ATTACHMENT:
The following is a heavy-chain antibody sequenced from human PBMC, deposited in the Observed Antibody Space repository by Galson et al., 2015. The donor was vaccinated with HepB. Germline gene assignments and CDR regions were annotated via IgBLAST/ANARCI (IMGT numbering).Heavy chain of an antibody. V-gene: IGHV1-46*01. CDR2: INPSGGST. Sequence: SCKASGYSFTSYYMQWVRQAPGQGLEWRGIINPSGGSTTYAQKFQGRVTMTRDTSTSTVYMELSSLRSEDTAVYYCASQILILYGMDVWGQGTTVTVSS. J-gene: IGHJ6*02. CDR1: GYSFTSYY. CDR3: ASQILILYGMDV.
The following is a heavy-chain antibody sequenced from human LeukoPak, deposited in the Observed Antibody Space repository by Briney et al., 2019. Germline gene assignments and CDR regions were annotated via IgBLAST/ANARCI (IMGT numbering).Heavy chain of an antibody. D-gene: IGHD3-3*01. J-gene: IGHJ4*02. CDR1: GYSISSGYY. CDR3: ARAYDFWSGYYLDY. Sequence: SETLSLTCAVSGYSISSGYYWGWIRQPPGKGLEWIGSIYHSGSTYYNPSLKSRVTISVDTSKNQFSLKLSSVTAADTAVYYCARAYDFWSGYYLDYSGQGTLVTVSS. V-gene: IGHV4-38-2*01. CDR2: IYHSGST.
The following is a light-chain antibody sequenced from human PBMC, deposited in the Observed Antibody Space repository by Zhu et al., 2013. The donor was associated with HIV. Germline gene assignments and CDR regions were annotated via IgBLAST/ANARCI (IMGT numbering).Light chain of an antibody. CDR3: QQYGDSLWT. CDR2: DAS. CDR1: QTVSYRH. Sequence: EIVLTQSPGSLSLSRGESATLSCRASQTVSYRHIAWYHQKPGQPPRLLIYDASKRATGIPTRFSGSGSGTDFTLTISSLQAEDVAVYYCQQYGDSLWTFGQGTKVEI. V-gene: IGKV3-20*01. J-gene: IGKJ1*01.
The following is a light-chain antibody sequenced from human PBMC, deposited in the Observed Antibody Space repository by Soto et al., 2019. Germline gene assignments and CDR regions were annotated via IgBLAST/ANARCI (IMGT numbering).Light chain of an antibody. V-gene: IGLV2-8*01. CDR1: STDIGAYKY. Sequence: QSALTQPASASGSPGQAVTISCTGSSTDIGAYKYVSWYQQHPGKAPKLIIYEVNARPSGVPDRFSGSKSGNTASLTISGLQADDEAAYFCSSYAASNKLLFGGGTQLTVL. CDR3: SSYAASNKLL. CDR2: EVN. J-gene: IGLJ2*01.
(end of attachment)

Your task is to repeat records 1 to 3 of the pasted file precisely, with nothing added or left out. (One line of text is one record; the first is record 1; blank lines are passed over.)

The following is a heavy-chain antibody sequenced from human PBMC, deposited in the Observed Antibody Space repository by Galson et al., 2015. The donor was vaccinated with HepB. Germline gene assignments and CDR regions were annotated via IgBLAST/ANARCI (IMGT numbering).Heavy chain of an antibody. V-gene: IGHV1-46*01. CDR2: INPSGGST. Sequence: SCKASGYSFTSYYMQWVRQAPGQGLEWRGIINPSGGSTTYAQKFQGRVTMTRDTSTSTVYMELSSLRSEDTAVYYCASQILILYGMDVWGQGTTVTVSS. J-gene: IGHJ6*02. CDR1: GYSFTSYY. CDR3: ASQILILYGMDV.
The following is a heavy-chain antibody sequenced from human LeukoPak, deposited in the Observed Antibody Space repository by Briney et al., 2019. Germline gene assignments and CDR regions were annotated via IgBLAST/ANARCI (IMGT numbering).Heavy chain of an antibody. D-gene: IGHD3-3*01. J-gene: IGHJ4*02. CDR1: GYSISSGYY. CDR3: ARAYDFWSGYYLDY. Sequence: SETLSLTCAVSGYSISSGYYWGWIRQPPGKGLEWIGSIYHSGSTYYNPSLKSRVTISVDTSKNQFSLKLSSVTAADTAVYYCARAYDFWSGYYLDYSGQGTLVTVSS. V-gene: IGHV4-38-2*01. CDR2: IYHSGST.
The following is a light-chain antibody sequenced from human PBMC, deposited in the Observed Antibody Space repository by Zhu et al., 2013. The donor was associated with HIV. Germline gene assignments and CDR regions were annotated via IgBLAST/ANARCI (IMGT numbering).Light chain of an antibody. CDR3: QQYGDSLWT. CDR2: DAS. CDR1: QTVSYRH. Sequence: EIVLTQSPGSLSLSRGESATLSCRASQTVSYRHIAWYHQKPGQPPRLLIYDASKRATGIPTRFSGSGSGTDFTLTISSLQAEDVAVYYCQQYGDSLWTFGQGTKVEI. V-gene: IGKV3-20*01. J-gene: IGKJ1*01.